Bonds in 2022

Bonds in 2022

Resuming last week’s Investment Themes, today we consider Bonds in 2022. It is a challenging environment for bond investors. We are coming off record low yields and the yield on the 10-year Treasury is still only 1.5%. At the same time, yields are starting to move up. And since prices move inversely to yields, the US Aggregate Bond index ETF (AGG) is actually down 1.74% year to date. Even including the yield, you’ve lost money in bonds this year. With stocks having a great year in 2021, it is frustrating to see bonds dragging down the returns of a diversified portfolio.

Inflation Hurts Bonds

Inflation is picking up in the US and globally. Supply chain issues, strong demand for goods, and rising labor costs are increasing prices. The Federal Reserve this week said they would be removing the word “transitory” from their description of inflation. And now that it appears that Jay Powell will remain the Chair, it is believed that the Fed will focus on lowering inflation in 2022. They will reduce their bond buying program which has suppressed interest rates. And they are expected to gradually start increasing the Fed Funds rate in 2022.

It is difficult to make accurate predictions about interest rates, but the consensus is that rates will continue to rise in 2022. So, on the one hand, bonds have very little yield to offer. And on the other hand, you will lose money if interest rates continue to climb. Then, to add insult to injury, most bonds are not maintaining your purchasing power with inflation at 6%.

Bond Themes for 2022

There aren’t a lot of great options for bond investors today. But here are the bond investment themes we believe will benefit your portfolio for the year ahead. This is how we are positioning portfolios

  1. We will be increasing our allocation to Floating Rate bonds (“Bank Loans”). These are bonds with adjustable interest rates. As rates rise, the interest charged goes up. These are a good Satellite for rising rate environments.
  2. Within core bonds, we want to reduce duration to shorter term bonds. This can reduce interest rate risk.
  3. We continue to hold Preferred Stocks for their yield. While their prices will come under pressure if rates rise, they offer a continuous cash flow.
  4. Ladder 5-year fixed annuities. I have been beating this drum for years. Still, multi-year guaranteed annuities (MYGA) have higher yields than CDs, Treasuries, or A-rated corporate and municipal bonds. If you don’t need the liquidity, MYGAs offer a guaranteed yield and principal.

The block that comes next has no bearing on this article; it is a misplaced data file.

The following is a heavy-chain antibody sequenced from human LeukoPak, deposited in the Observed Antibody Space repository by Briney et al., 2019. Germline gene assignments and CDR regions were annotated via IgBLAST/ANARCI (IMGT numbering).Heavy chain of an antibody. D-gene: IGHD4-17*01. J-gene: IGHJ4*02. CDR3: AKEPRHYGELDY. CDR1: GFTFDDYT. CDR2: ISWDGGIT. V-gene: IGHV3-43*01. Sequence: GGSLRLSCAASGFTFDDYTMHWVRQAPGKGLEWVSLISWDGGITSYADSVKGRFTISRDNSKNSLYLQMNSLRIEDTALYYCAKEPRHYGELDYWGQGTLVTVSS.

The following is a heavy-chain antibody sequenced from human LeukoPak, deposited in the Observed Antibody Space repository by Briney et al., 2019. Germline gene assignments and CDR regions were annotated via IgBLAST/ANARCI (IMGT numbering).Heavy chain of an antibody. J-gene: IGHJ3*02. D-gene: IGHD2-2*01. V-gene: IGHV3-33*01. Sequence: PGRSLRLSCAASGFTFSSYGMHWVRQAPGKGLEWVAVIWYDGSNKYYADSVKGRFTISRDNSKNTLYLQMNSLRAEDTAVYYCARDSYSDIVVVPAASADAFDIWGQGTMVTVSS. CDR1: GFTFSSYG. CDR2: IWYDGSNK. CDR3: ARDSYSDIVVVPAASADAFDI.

5. I previously suggested I-Series Savings Bonds rather than TIPS. These are linked to inflation and presently are paying 7.12%. Purchases are limited to $10,000 a year per person, and unfortunately cannot be held in a brokerage account or an IRA. Read my recent article for more details. I personally bought $10,000 of I-Bonds this week.

Purpose of Bonds

Even with a negative environment for bonds, they still have a role in most portfolios. Unless you have the risk capacity to be 100% in stocks, bonds offer crucial diversification. When we have a portfolio with 60% stocks and 40% bonds, we have an opportunity to rebalance. When stocks are down, like in March of 2020, we can use bonds to buy more stocks while they are on sale. And of course, a portfolio with 40% in bonds has much less volatility than one which has 100% stocks.

Yields may eventually go back up to more normal levels. While it would be nice to have higher yields, the process of yields going up will be painful for bond investors. Our themes are trying to reduce this “interest rate risk”. We hope to reset to higher rates in the future, while reducing a potential loss in bond prices in 2022.

Inflation Investments

Inflation Investments

With the cost of living on the rise in 2021, many investors are asking about inflation investments. What is a good way to position your portfolio to grow and maintain its purchasing power? Where should we be positioned for 2022 if higher inflation is going to stick around?

Inflation was 5.4% for the 12 months ending in July. I share these concerns and we are going to discuss several inflation investments below. Before we do, I have to begin with a caveat. We should be cautious about placing a lot of weight in forecasts. Whether we look at predictions of stock market returns, interest rates, or inflation, these are often quite inaccurate. Market timing decisions based on these forecasts seldom add any value in hindsight.

What we do know for sure is that cash will lose its purchasing power. With interest rates near zero on most money market funds and bank accounts, it is a frustrating time to be a conservative investor. We like to consider the Real Yield – the yield minus inflation. It would be good if bonds were giving us a positive Real Yield. Today, however, the Real Yield on a 10-year Treasury bond is negative 4%. This may be the most unattractive Real Yield we have ever seen in US fixed income.